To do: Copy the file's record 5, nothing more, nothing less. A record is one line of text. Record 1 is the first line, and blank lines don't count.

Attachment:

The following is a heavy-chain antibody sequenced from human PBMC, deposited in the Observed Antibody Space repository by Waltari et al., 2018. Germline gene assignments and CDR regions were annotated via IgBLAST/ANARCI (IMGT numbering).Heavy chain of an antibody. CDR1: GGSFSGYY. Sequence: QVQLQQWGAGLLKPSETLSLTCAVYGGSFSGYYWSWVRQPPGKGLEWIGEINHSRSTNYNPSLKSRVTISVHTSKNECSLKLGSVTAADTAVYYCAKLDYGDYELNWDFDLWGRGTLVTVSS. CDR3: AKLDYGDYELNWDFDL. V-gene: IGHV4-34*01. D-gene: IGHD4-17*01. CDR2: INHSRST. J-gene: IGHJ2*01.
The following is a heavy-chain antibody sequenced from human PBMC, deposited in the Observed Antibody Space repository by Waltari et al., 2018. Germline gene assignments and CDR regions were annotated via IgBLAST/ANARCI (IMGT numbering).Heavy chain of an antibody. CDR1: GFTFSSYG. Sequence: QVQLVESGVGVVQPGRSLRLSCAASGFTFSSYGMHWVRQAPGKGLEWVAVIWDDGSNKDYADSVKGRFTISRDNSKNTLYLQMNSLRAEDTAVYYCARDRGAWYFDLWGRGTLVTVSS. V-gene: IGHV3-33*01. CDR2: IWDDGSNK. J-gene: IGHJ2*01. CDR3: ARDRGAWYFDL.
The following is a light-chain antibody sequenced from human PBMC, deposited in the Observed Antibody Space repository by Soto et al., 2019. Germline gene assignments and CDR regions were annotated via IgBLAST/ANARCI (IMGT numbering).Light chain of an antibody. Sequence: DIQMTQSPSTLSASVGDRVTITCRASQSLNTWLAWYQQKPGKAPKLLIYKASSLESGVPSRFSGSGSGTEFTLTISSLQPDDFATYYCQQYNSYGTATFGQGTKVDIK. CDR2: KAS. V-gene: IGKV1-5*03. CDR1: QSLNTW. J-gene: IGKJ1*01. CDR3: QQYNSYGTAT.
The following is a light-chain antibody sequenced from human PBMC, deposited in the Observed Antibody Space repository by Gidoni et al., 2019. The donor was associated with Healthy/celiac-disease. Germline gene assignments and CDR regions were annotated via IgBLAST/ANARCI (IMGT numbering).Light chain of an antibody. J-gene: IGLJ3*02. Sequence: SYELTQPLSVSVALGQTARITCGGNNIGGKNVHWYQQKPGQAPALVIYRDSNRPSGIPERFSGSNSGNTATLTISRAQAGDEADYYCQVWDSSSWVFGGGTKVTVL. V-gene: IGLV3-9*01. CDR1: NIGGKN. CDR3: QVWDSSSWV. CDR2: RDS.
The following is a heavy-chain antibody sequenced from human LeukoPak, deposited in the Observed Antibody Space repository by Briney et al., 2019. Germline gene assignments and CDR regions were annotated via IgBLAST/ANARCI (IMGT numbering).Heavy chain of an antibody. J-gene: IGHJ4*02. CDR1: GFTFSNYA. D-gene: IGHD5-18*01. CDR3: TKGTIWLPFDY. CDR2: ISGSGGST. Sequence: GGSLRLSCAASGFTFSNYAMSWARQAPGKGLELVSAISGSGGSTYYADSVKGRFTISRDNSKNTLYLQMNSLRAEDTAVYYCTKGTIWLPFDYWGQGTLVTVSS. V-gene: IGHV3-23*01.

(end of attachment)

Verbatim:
The following is a heavy-chain antibody sequenced from human LeukoPak, deposited in the Observed Antibody Space repository by Briney et al., 2019. Germline gene assignments and CDR regions were annotated via IgBLAST/ANARCI (IMGT numbering).Heavy chain of an antibody. J-gene: IGHJ4*02. CDR1: GFTFSNYA. D-gene: IGHD5-18*01. CDR3: TKGTIWLPFDY. CDR2: ISGSGGST. Sequence: GGSLRLSCAASGFTFSNYAMSWARQAPGKGLELVSAISGSGGSTYYADSVKGRFTISRDNSKNTLYLQMNSLRAEDTAVYYCTKGTIWLPFDYWGQGTLVTVSS. V-gene: IGHV3-23*01.